There’s no greater cliché than a soldier masturbating into a glass of champagne. There is no greater cliché than a mother.
I have seen the photographs the Starlet took. They have been circulating over the Internet and handed around at protests. There is the footage of the naked man being bit by dogs, the image of the heap of naked man piled into a pyramid, the footage of a man with a hood over his head and electrical wires strapped to his hands, the image of the man with Disney mask on his face and on his genitals, the image of a woman puking into a meat hell. I think I know why but I’m not telling. Atrocity kitsch.
All the students claim they have brothers or sisters or uncles who’s been to the war and when they return they try to strangle their spouses at night in their sleep. It appears the war is connected to the bedroom in a cliché way. But those pathetic sprawling bodies in the dark: those are the bodies with which I want to populate this skin flick.
There are so many soldiers in the mansion that they have been given a room of their own. It’s a large room but there are so many soldiers that they have to cram them in on small cots. They’re here to be decontaminated, to have the violence from the theater of war rinsied off them like swans. It’s not going so well. It seems every day a soldier kils another soldier with some sharp object. I’ve been instructed to teach them how to write poetry in order to direct their violence to something more constructive. Father Voice-Over doesn’t realize that Art is a Violence. And vice versa. There is already so much Art in these muscular bodies, I cannot prevent them from expressing it.
Tonight I want to make a movie about skin.
I want to make it for the enemy.
To lure him out.
I can’t hear a thing in here.
Media makes stunt doubles.
This poem for example is about mine.
He wears a wig to his assassination.
The erotics of writing reminds me of the needle on a record player.
Of all the movies I made with the Starlet, my favorite was our mumble-version of Hiroshima Mon Amour. Or the Jacobean piece we filmed in a shooting range. The clothes I wore were positively repulsive by the time she was finished with me. My body was covered with wax. I played the part of the wax figures. She played the part of the slaughter. It was also a mumble movie. It was hard to hear anything in the ricochet.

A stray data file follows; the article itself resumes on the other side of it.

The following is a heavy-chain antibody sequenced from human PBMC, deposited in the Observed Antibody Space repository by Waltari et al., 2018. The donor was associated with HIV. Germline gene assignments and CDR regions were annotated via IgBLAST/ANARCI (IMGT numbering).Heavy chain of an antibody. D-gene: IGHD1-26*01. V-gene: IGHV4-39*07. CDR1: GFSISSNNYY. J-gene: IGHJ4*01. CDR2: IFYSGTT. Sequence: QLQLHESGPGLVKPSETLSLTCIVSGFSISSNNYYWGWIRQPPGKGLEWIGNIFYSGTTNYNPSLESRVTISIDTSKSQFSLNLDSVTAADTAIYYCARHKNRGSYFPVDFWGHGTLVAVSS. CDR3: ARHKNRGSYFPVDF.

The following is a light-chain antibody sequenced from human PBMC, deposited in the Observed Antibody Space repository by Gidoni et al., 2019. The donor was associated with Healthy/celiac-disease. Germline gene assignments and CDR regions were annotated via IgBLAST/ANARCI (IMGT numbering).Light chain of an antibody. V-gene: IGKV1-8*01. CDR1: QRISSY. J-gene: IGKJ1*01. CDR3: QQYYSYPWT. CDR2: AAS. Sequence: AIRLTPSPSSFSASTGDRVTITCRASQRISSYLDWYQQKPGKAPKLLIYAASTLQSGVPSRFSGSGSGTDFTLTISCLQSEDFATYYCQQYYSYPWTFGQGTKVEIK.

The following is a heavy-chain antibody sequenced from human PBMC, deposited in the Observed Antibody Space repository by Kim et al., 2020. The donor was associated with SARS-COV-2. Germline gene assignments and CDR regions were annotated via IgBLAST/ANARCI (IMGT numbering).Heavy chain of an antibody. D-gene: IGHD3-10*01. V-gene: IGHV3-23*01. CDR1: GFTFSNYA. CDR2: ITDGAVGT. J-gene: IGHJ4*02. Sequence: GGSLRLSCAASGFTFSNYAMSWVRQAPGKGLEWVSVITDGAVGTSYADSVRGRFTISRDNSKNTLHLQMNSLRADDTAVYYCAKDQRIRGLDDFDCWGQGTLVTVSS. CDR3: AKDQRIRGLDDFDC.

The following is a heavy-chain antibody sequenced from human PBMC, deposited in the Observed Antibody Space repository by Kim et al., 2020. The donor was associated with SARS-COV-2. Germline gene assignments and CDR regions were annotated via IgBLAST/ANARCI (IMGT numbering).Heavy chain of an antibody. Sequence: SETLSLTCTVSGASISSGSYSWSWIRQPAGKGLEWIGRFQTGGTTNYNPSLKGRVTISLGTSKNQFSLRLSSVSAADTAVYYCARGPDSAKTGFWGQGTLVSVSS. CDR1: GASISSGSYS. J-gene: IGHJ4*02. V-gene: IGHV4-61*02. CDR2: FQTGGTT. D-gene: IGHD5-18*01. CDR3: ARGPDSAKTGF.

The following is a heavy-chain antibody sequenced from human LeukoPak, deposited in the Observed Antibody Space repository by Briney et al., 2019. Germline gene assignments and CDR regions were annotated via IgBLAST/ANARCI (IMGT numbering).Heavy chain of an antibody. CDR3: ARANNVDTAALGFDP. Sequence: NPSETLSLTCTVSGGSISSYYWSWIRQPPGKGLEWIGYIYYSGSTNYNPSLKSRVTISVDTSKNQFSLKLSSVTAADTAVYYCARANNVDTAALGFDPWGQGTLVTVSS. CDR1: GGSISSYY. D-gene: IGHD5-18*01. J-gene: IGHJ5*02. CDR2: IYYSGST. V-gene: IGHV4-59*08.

Miss World: This novel is a spell, but I can’t help it if this novel turns into a pile-up of disgusting bodies and glorifications of black-outs.
Whenever I come to the soldiers’ barrack, they are engaged in some kind of art production: bodies in fetal lamb poses for example, or snuff videos of daddy, ouch-ouch-it-hurts, corny dances (like the hostage crisis, the twist, the pork out, the pile up, the photographs). They love to wear Mickey Mouse masks when they hurt each other like children. Don’t pork me up, Mickey, I hear one man cry as I slam the door. I can’t help them, I can just hope to contain them. I need to keep them apart from the anti-abortion protestors and the actors. Swine hunt! Swine hunt! I hear from the inside as I swiftly lock the door.
The expresident wants every body naked. And he wants no sound. It should be deaf in here, he says, and then he points out that there are stains on my clothes and that the letter opener is making an awful racket in my mouth. I’m a dangerous man when I get around the wrong instruments. Milk and blood, milk and blood, I think to myself. It’s always this way after a riot.
Sometimes virginity is a state, like concussion or starvation.
Other times it’s a visual phenomenon.
The world looks clean and violent.
A foreigner is always a perverted virgin.
Throw the foreigner’s body in the backseat.
Have you ever worked at a meat plant?
Watch me read the messy transcriptions.
Johannes Göransson is the author of Haute Surveillance (2013) and Entrance to a colonial pageant in which we all begin to intricate (2011), both from Tarpaulin Sky Press, as well as three books of poetry, Dear Ra (A Story In Flinches), Pilot (Johann the Carousel Horse), and A New Quarantine Will Take My Place. He teaches at the University of Notre Dame in Indiana and blogs at montevidayo.com.